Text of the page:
4. State health managers' perceptions of the Public Health Action Organizational Contract in the State of Ceará, Brazil.

    Science.gov (United States)

    Goya, Neusa; Andrade, Luiz Odorico Monteiro de; Pontes, Ricardo José Soares; Tajra, Fábio Solon; Barreto, Ivana Cristina de Holanda Cunha

    2017-04-01

    The Public Health Action Organizational Contract (COAP) / Decree 7.508/2011 aimed to seal health agreements made between federated entities to promote the cooperative governance and management of Health Regions. A qualitative study was carried out adopting a hermeneutic approach to understand state health managers' perceptions of the elaboration and effects of the COAP in the State of Ceará. Open-ended interviewees and documental analysis were conducted. It was observed that the COAP led to the strengthening of regionalization in the government sphere; institutional gains through the implementation of ombudsmen and the National System of Pharmaceutical Care Management; increased information about the state health system's workforce; and health budget transparency. The following problems were (re)visited: institutional weakness in the operation of the network; limited state capacity for regulation of care; and underfunding. Regional governance was restricted to the government sphere, coordinated by the state, and was characterized by a predominantly bureaucratic and hierarchical governance structure. The COAP inaugurated a contractual interfederative model of regionalization, but revealed the institutional weaknesses of the SUS and its lacks of capacity to fulfill its principles as the structural problems of the three-tiered model go unaddressed.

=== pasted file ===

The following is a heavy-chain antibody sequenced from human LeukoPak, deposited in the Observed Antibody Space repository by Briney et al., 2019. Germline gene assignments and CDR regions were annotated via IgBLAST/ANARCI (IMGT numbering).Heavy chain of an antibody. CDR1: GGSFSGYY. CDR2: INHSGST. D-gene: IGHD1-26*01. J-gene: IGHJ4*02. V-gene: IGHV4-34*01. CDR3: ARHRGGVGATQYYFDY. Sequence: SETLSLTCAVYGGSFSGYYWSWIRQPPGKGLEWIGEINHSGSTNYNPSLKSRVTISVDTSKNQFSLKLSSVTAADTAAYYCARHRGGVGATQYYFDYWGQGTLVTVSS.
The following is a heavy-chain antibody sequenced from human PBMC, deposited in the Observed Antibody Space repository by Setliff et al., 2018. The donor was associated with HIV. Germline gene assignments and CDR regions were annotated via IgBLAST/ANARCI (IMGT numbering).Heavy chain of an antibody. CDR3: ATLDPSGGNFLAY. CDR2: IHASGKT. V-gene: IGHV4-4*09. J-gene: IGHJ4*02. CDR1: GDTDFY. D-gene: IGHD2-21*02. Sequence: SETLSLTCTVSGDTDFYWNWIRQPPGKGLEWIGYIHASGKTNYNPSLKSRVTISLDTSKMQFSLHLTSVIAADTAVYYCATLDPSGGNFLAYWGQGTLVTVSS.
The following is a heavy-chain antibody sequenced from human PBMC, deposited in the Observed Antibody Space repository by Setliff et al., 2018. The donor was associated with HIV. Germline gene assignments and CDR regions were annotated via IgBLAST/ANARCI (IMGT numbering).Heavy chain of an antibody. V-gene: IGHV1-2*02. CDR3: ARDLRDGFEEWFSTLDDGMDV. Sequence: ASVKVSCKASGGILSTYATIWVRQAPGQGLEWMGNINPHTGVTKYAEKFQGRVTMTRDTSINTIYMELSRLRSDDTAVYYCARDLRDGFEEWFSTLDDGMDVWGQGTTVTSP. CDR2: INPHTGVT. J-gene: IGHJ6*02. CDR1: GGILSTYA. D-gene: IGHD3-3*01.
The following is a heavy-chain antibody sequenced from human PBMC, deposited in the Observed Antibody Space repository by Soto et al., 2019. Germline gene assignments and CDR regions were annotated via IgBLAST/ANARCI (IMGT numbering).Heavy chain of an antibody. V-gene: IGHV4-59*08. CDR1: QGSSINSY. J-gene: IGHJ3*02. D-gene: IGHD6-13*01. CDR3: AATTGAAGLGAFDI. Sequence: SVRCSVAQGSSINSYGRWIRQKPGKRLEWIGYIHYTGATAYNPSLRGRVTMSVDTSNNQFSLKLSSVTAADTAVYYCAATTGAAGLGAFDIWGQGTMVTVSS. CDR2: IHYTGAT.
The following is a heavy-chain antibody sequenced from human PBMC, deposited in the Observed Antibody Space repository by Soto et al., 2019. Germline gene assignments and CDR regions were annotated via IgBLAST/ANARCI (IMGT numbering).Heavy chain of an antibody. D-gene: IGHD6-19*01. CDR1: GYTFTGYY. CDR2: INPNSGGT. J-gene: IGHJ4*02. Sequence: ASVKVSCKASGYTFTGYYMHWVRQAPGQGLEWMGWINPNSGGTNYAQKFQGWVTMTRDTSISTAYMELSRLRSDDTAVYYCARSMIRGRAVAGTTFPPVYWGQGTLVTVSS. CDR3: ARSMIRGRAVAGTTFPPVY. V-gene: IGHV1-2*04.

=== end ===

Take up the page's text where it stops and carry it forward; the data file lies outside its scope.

5. People Create Health: Effective Health Promotion is a Creative Process

    OpenAIRE

    Cloninger, C. Robert; Cloninger, Kevin M.

    2013-01-01

    Effective health promotion involves the creative cultivation of physical, mental, social, and spiritual well-being. Efforts at health promotion produce weak and inconsistent benefits when it does not engage people to express their own goals and values. Likewise, health promotion has been ineffective when it relies only on instruction about facts regarding a healthy lifestyle, or focuses on reduction of disease rather than the cultivation of well-being. Meta-analysis of longitudinal studies an...

  6. Adoption Space and the Idea-to-Market Process of Health Technologies.

    Science.gov (United States)

    Saranummi, Niilo; Beuscart, Regis; Black, Norman; Maglaveras, Nicos; Strano, Chiara; Karavidopoulou, Youla

    2016-01-01